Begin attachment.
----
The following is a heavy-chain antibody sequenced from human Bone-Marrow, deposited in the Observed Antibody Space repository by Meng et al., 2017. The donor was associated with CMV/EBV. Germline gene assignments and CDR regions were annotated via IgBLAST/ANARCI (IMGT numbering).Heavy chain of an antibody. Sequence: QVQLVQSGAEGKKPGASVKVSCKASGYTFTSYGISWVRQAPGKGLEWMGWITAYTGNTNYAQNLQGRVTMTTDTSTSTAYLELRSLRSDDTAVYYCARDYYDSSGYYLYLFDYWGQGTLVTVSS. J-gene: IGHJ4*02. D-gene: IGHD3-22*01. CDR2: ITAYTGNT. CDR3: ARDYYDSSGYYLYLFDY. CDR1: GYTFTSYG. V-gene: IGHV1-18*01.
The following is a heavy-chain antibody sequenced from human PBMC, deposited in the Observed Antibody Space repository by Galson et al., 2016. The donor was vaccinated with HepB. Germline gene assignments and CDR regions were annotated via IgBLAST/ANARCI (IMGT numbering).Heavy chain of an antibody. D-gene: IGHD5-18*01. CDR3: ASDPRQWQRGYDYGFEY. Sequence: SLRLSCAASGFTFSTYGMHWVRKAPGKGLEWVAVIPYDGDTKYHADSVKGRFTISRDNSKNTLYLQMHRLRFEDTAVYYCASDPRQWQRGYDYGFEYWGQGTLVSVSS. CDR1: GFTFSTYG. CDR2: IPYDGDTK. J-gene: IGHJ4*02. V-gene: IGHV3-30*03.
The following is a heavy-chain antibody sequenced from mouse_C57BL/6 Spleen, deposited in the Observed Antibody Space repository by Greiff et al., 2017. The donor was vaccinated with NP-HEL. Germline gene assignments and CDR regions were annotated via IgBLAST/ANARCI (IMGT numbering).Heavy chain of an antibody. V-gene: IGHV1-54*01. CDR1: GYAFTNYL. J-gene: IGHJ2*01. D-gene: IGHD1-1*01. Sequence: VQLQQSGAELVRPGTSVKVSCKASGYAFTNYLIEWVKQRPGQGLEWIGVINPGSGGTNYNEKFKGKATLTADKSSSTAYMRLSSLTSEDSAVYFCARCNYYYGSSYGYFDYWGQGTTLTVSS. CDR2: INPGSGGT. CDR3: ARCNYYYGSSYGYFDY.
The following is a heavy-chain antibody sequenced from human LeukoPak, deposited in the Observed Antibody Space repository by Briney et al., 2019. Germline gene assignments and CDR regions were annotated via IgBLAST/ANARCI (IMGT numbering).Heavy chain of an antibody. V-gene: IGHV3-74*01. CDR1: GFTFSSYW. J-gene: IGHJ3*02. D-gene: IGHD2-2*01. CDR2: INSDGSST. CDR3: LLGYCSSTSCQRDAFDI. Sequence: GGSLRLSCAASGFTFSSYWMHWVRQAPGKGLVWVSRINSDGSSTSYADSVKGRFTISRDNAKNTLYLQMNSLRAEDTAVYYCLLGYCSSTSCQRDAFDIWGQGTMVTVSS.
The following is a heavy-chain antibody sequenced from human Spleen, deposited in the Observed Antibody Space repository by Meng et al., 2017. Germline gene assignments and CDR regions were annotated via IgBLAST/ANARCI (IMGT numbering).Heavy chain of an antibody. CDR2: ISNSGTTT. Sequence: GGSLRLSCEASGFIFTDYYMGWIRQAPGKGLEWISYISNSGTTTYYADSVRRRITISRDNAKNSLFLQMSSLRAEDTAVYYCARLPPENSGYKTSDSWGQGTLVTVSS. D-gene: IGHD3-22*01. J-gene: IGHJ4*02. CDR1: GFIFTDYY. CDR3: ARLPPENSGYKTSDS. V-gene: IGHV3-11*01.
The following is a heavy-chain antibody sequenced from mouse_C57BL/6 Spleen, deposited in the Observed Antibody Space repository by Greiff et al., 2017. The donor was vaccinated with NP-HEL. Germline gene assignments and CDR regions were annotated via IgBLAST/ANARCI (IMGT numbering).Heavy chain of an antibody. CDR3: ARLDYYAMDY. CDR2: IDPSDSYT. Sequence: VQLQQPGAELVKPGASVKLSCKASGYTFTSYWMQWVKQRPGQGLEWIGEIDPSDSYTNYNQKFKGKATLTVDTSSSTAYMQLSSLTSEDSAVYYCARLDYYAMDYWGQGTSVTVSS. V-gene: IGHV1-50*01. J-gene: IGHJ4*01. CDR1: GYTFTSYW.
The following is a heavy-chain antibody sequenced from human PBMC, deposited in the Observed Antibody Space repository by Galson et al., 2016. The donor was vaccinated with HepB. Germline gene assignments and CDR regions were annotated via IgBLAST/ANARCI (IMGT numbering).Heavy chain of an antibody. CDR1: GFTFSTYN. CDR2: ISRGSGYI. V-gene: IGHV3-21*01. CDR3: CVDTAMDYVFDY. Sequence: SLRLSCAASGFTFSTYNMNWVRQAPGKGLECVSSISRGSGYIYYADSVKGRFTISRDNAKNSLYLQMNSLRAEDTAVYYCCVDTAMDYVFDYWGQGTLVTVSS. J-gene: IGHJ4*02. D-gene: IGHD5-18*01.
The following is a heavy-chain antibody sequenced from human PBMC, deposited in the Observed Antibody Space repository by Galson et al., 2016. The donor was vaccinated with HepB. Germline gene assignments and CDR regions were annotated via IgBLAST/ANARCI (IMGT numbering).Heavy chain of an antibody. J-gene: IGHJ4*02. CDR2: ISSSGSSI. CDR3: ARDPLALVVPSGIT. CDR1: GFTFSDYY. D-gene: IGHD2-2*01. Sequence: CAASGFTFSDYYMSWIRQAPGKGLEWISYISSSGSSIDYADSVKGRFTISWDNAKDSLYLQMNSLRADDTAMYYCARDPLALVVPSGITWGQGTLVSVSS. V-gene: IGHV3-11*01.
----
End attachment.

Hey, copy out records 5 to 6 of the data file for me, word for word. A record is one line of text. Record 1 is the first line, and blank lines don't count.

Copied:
The following is a heavy-chain antibody sequenced from human Spleen, deposited in the Observed Antibody Space repository by Meng et al., 2017. Germline gene assignments and CDR regions were annotated via IgBLAST/ANARCI (IMGT numbering).Heavy chain of an antibody. CDR2: ISNSGTTT. Sequence: GGSLRLSCEASGFIFTDYYMGWIRQAPGKGLEWISYISNSGTTTYYADSVRRRITISRDNAKNSLFLQMSSLRAEDTAVYYCARLPPENSGYKTSDSWGQGTLVTVSS. D-gene: IGHD3-22*01. J-gene: IGHJ4*02. CDR1: GFIFTDYY. CDR3: ARLPPENSGYKTSDS. V-gene: IGHV3-11*01.
The following is a heavy-chain antibody sequenced from mouse_C57BL/6 Spleen, deposited in the Observed Antibody Space repository by Greiff et al., 2017. The donor was vaccinated with NP-HEL. Germline gene assignments and CDR regions were annotated via IgBLAST/ANARCI (IMGT numbering).Heavy chain of an antibody. CDR3: ARLDYYAMDY. CDR2: IDPSDSYT. Sequence: VQLQQPGAELVKPGASVKLSCKASGYTFTSYWMQWVKQRPGQGLEWIGEIDPSDSYTNYNQKFKGKATLTVDTSSSTAYMQLSSLTSEDSAVYYCARLDYYAMDYWGQGTSVTVSS. V-gene: IGHV1-50*01. J-gene: IGHJ4*01. CDR1: GYTFTSYW.